One of Canada’s foremost journalists and authors reflects on the importance of sports, words, and community
By Rob Lutes
Where were you born?
I was born in Hamilton, Ontario, which is where I live. My roots and my parents’ roots are pretty deeply entrenched around this city.
Did your parents inspire you to become a writer?
My dad was a very creative guy. He was a self-taught artist—he had a square job where he designed the layouts of factories for the American Can Company, but he was a very good musician. He had played with Tommy Dorsey and others. So the biggest influence he had on me was musical. My early attempts to be a musician came out of being in a house that was the cathedral of Duke Ellington and Count Basie. My mom was a farm girl. She went out to work after my sister and I grew up. But her roots were very much in the farm country just outside of town.
Were they interested in sports?
They were crazy Hamilton Tiger-Cat fans because that’s what you were if you lived in Hamilton in the ’50s and ’60s. You thought of yourself as part of a blue-collar town with a rough, tough, honest football team. And you resented everything about Toronto. It wasn’t just about going as a spectator—it was who you were. That informed my thinking about a lot of the stuff I wrote about later in the books but also as a sports columnist—that idea of what it meant to be a fan, how you were wrapped into where you came from, and just drilling down into why sports matters to people and how it matters to people.
Did the local team mean more back then?
It was different. You couldn’t watch everything from everywhere. There was one baseball game a week, one hockey game a week. Even the Tiger-Cats games were blacked out when they played at home. We used to gather around the radio like it was the 1930s to listen to those games. So it was more pure. That’s not a value judgment, but if you grew up in a little town in the early 20th century, the local guys playing on a ball field or the hockey team would have been your heroes.
You were a sports columnist at The Globe and Mail for more than 20 years. Can you talk about your approach to that work?
What I realized through trial and many errors was that a column has to be a single idea. If you have more than a single idea in 750 to 900 words, you’re going to mess it up. There are a lot of different ways to approach it. Some guys are hot-button guys—you know, the “Fire the coach!” kind of thing. Some guys write funny. That’s really, really hard. But you understand what your own thing is eventually. I tried to be reasonable, and I tried to be smart. And I tried to bring something else to it from other elements of my experience.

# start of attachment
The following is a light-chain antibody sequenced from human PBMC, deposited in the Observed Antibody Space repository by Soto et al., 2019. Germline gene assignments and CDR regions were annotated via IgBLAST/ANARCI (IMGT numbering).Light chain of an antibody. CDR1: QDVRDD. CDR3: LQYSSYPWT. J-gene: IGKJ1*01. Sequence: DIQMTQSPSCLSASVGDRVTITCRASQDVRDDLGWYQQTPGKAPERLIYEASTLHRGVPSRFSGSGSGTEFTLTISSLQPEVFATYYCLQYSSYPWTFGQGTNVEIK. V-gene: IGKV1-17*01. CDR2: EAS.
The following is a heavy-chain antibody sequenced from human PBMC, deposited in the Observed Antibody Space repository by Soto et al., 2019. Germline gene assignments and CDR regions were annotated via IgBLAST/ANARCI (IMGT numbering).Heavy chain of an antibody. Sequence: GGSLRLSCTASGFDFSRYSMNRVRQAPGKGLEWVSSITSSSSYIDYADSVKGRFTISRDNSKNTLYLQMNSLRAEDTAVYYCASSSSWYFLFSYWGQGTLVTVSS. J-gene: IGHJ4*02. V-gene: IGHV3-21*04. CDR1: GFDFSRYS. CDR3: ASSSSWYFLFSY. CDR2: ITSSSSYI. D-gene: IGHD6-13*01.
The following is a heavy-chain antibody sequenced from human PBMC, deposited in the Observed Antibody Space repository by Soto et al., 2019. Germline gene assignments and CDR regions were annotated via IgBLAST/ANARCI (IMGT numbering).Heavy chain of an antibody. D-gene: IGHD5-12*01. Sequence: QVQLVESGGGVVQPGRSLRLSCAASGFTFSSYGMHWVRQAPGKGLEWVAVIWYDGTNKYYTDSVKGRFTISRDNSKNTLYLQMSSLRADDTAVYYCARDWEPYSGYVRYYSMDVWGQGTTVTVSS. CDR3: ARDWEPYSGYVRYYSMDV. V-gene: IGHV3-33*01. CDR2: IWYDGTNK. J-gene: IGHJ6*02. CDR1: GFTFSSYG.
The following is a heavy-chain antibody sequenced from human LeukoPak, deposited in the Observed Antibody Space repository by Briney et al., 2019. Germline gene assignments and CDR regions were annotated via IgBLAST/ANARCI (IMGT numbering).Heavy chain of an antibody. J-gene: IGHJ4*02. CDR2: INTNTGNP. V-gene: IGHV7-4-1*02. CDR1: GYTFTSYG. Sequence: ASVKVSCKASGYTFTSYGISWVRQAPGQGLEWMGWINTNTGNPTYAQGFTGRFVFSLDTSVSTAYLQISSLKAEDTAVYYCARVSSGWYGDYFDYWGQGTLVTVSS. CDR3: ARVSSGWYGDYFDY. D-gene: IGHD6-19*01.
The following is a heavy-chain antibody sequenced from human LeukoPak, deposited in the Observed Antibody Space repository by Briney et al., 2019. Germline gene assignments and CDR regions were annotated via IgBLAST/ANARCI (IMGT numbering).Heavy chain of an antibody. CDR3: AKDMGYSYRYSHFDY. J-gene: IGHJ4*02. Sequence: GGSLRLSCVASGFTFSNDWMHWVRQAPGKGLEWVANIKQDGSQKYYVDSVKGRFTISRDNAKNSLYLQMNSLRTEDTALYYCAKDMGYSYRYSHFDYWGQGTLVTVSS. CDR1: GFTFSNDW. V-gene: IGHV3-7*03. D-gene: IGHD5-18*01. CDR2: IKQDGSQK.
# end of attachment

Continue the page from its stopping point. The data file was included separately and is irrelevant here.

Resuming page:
Was it difficult to generate ideas?
Well, that’s the thing about sports—there are only two stories. They win or they lose, right? So how do you find a way to keep your mojo? You gotta dig. I had to find other things to write about to create meaning. And it’s a good technique for the rest of life—the ability to create and find meaning. But once you have an idea, it’s smooth sailing—at least it was for me. Maybe it’s because of writing on all those hard deadlines over the years, but I just start typing. If I’m writing a book, it’s the same thing. Not planning it out or having a schematic. The people who really could do it were all great deadline warriors. It’s like a secret society, because we remember what it was like when you looked up at the clock and you had a blank screen in front of you and you had 15 minutes to generate 800 words.
Did you have a mentor?
The guy who was kind of my hero was Milt Dunnell. He was the lead sports columnist at the Toronto Star for 50 years. I worked next to him when he was in his 80s and I was in my 20s. I’d sit with him at an event and say “You ever seen anything like this before?” And he’d say “Well, yes, you know, I was at the first Marciano-Walcott fight” or something. He had seen everything and done everything and he was still on. He worked deadlines. He would go the extra mile. He never took it for granted. And Milt was a guy who never used the word “I,” which was also my rule. I’m old school in that sense. No first person, ever, because it’s cheap. “I think” is the cheapest sentence.
You’ve written 21 books on sports, many of them bestsellers. Is there one you feel strongly about right now?